At last week’s village board meeting, Oak Park Village President Vicki Scaman proclaimed Feb. 1-7 as National Gun Violence Survivors Week in Oak Park, which was approved by the trustees. This proclamation energizes those of us working hard to end gun violence because it communicates that gun violence, its victims and survivors are important. They’re so important that the village of Oak Park and the community should dedicate time, energy and resources to address the issues and needs.
How can we as a village and individuals respond to this proclamation to make a difference for survivors? We can:
• Listen to survivors’ stories and learn from those providing services to survivors. Some survivor stories can be found at https://momentsthatsurvive.org/stories.
• Provide survivors support and services for the trauma they’ve experienced and are continuing to experience.
• Commit to do everything we can to prevent further gun violence.
One action to prevent gun violence is a gun buyback program. This is being explored by the Waging Peace Team of First United Church of Oak Park and Gun Responsibility Advocates of Oak Park.
We have been considering how such an event could reduce gun violence and communicate care and hope for survivors. We envision a voluntary gun buyback program, supervised by law enforcement, in which donated guns are eventually destroyed and then transformed into useful tools of peace. Guns can be transformed into objects such as garden tools, or objects to commemorate life — such as a life affirming sculpture.
Such a process can aid healing for survivors as they hammer the gun barrel into a garden trowel, or commemorate victims with a sculpture installation. A program called “Guns to Gardens” has been transforming gun parts into objects of peace for a number of years.
Many of us in Oak Park know that guns in the home can lead to tragedy. I have two dear friends who lost their teenage sons due to guns found at home. One teen was visited by another who brought a gun from his home. While a group of friends played with it, my friend’s son was killed. Another friend’s son was simply sitting on his porch on a hot summer night when he was killed. A neighboring youth found a gun at home and shot the gun in random directions, killing his neighbor. There are many more stories, too many stories, among our families and friends about guns from home putting others at risk. Sometimes the gun is used in a suicide, other times a gun is stolen and then used in a crime, placing the larger community at risk.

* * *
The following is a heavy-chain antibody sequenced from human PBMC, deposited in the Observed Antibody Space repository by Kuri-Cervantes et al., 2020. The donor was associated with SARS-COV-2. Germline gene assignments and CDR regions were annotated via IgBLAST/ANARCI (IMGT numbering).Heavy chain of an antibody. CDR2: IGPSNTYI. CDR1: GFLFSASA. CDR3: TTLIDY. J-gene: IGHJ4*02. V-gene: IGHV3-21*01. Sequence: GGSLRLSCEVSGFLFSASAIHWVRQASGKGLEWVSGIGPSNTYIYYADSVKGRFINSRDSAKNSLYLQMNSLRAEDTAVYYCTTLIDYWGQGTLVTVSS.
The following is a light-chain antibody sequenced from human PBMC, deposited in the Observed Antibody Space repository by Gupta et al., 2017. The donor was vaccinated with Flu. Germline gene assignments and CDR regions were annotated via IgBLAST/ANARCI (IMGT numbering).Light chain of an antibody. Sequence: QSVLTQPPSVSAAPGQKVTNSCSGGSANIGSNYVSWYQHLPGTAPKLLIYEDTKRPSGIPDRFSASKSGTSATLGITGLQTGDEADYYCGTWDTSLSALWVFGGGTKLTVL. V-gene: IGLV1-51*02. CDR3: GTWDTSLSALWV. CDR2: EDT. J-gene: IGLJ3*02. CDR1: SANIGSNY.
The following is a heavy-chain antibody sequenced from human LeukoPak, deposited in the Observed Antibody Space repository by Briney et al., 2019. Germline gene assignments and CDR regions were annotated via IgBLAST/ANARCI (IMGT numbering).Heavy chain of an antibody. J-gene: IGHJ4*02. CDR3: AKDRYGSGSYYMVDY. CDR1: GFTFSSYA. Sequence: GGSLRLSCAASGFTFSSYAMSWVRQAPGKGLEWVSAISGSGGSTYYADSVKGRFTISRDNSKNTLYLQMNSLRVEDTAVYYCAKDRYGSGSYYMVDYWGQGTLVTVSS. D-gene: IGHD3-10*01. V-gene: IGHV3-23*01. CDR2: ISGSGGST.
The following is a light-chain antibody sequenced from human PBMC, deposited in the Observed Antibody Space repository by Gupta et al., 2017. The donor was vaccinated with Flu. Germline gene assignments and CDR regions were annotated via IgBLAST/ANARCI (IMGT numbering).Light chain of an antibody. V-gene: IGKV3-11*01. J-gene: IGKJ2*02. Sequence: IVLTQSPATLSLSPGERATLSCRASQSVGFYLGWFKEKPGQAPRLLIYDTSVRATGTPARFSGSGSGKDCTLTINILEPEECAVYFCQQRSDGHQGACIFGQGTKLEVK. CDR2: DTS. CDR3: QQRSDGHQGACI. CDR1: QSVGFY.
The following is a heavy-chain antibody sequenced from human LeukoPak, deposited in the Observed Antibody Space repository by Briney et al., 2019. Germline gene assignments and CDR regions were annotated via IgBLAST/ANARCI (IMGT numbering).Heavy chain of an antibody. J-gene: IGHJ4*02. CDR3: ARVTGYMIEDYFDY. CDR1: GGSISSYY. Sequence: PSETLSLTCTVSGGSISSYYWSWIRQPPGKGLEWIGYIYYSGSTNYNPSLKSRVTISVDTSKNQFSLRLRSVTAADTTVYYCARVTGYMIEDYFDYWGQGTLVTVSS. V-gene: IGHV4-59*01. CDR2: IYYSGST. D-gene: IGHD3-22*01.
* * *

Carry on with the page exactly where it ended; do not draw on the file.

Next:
Many people may have unwanted guns in their homes. Some gun owners receive their guns from family members, or inherit them. Or some realize that with young children in the house, having guns increases the risks.
People may have all sorts of reasons for wanting to surrender a gun at a gun buyback. A gun buyback can encourage them to surrender the gun. Once they surrender the gun or guns, they can wake up the next morning and realize their home, their children, and other family members are safer.
- Safer from children misusing the gun or taking it to school
- Safer from suicide attempts
- Safer from domestic violence
- Safer from thieves
The National Gun Violence Survivors Week proclamation was a wonderful reminder to affirm our mutual commitment to doing what we can to support survivors by preventing further gun violence. We believe a gun buyback program fits right in for Oak Park.
Lois Thiessen Love is an Oak Park resident and member of First United Church of Oak Park.